In 2015, 856,000 people passed through the Greek islands, and in 2017 and 2018 only just under 30 thousand (according to UNHCR). But 2019 brought already a growth – over 60,000 newcomers. Today, boats coming to Greek beaches are back again, and practice shows that you can get stuck in Lesbos for a good few years. Nikos and Katerina run a small restaurant on the island, where every refugee can feel at home and eat a meal for free.
- There are currently about 27,000 refugees in the Moria camp on the Greek island of Lesbos.
- 3 000 of those are orphaned children and adolescents.
- Since the beginning of 2015, nearly 1 million refugees have arrived in Europe via the Greek islands
The Greek refugee center run by Katerina and Nikos, Home for All, which we partnered with last month, has been thriving. We already have new equipment in the kitchen, thanks to which we can prepare even more meals at once. Only yesterday we managed to prepare a total of 700 meals! We’ve launched cooking courses for young people from the camp in Moria in which they learn essential culinary skills. They also become acquainted with the ins and outs of a professional kitchen and learn how to work in a team. We offer them the opportunity to compelte training under the guidance of professional chefs, who are willing to put in a recommendation to help them get a job at a restaurant. For those who are stuck on the island with no hope of ever leaving the camp, this serves as a light in the tunnel, a chance that someone will notice them.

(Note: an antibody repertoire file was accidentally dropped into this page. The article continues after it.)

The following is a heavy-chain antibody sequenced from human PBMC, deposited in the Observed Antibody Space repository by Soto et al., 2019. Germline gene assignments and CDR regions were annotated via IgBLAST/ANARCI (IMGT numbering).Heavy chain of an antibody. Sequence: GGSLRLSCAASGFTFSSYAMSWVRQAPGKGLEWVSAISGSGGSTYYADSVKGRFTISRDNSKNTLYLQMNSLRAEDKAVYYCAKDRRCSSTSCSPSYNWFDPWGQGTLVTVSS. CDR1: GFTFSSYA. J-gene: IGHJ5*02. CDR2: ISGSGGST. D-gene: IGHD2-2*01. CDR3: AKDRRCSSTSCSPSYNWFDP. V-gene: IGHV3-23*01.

Currently at Home for All is Julio, a chef from Spain, who is preparing delicious calzones with our students. In addition to having fun, these adolescents also feel proud knowing that the delicious food they prepared will be taken to section A of the camp to feed children whose parents’ fates are unknown.
There are now more than 13,000 refugees in Moria. More than 1,000 are children and young people unaccompanied by parents or guardians. At Home for All, we want to offer them a semblance of normalcy. We are now preparing for winter. Thanks to Katerina and Nikos’ efforts, the camp’s residents receive food, clothes, sleeping bags and necessities. We always try to reach those in need with help tailored to them. Some need to be fed, some need to develop professional skills. Others just need a place to relax from the stress of the camp – they can do that in the home we created for them with Katerina and Nikos.